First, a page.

/23 Ariskanalysisframeworkforoffshorewindturbines Risk analysis – offshore sector • Increased activity in the sector: many new projects under development or planned • Offshore wind energy’s share of EU wind power production will increase from 3.9% in 2008 to over 25% in 2020 (EWEA, 2009*) • Given its larger potential, it can be expected that total offshore wind capacity will exceed onshore capacity at some point beyond 2030 (EWEA, 2009*) • Limited experience • Harsh environment • Environmental impact *Pure Power Wind energy targets for 2020 and 2030. A report by the European Wind Energy Association – 2009, update 6EARTH & SPACE 2010, MARCH 14-17, 2010 Honolulu, HI Konstantinos Gkoumas, PhD, PE

/23 Ariskanalysisframeworkforoffshorewindturbines Risk analysis - Codes and Standards • Risk analysis is defined in many International Codes and Standards usually incorporated within a more global process of risk management: • ISO/DIS 31000, Risk management - Principles and guidelines, 2009 • AS/NZS 4360, Standards Australia and Standards New Zealand. Risk Management,1999 • or in guidelines: • NASA, Probabilistic Risk Assessment Procedures Guide for NASA Managers and Practitioners, 2002 • IRM/AIRMIC/ALARM Institute of Risk Management, A Risk Management Standard, 2002 • Standards and guidelines for specific cases and/or analysis • NORSOK STANDARD Z-013, 2001 in the offshore industry • IEC 62305-2, Ed.1: “Protection against lightning – Risk management”, January 2006 • Recommendations of the JCSS, 2008 7EARTH & SPACE 2010, MARCH 14-17, 2010 Honolulu, HI Konstantinos Gkoumas, PhD, PE

/23 Ariskanalysisframeworkforoffshorewindturbines The risk management process Overview 8EARTH & SPACE 2010, MARCH 14-17, 2010 Honolulu, HI Konstantinos Gkoumas, PhD, PE • The objective of risk management in civil engineering is to reduce different risks to the level accepted by society, with specific reference to the safety of people, in the way prescribed or indicated in many international codes and standards. • The risk management process may comprise the following activities IDENTIFY RISKS ESTABLISH THE CONTEXT ANALYSE RISKS EVALUATE RISKS ACCEPT RISKS TREAT RISKS MONITOR AND REVIEW COMMUNICATE AND CONSULT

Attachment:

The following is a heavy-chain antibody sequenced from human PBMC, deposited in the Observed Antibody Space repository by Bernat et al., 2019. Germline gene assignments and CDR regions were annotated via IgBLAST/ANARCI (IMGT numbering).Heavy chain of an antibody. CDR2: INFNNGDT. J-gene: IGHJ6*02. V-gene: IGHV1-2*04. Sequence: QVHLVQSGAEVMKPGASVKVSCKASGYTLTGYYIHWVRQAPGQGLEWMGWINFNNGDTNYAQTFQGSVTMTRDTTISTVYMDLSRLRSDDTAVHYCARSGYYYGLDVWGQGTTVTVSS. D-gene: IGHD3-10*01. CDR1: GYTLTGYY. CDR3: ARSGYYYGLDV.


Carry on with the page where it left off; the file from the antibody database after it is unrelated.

/23 Ariskanalysisframeworkforoffshorewindturbines The risk management process Establishing the context 9EARTH & SPACE 2010, MARCH 14-17, 2010 Honolulu, HI Konstantinos Gkoumas, PhD, PE • Definition of the scope of the risk assessment process • Timeframe – resources - depth of analysis. • Definition of the strategic and organizational context • Establish the nature of the organization in charge of the risk management and the operating environment • Identification of the stakeholders and objectives • Determination of the evaluation criteria • Decide what level of risk is acceptable IDENTIFY RISKS ESTABLISH THE CONTEXT ANALYSE RISKS EVALUATE RISKS ACCEPT RISKS TREAT RISKS MONITOR AND REVIEW COMMUNICATE AND CONSULT

/23 Ariskanalysisframeworkforoffshorewindturbines The risk management process Risk identification 10EARTH & SPACE 2010, MARCH 14-17, 2010 Honolulu, HI Konstantinos Gkoumas, PhD, PE Hazard: a source of potential harm or a situation with a potential to cause loss. Risk: the chance of something happening that will have an impact upon objectives. • Hazard identification: what can happen and how can it happen • Sub-steps for the hazard identification (Faber, 2008): • Decomposition of the system into a number of components/subsystems • Identification of possible states of failure • Identification of how the hazards might be realized IDENTIFY RISKS ESTABLISH THE CONTEXT ANALYSE RISKS EVALUATE RISKS ACCEPT RISKS TREAT RISKS MONITOR AND REVIEW COMMUNICATE AND CONSULT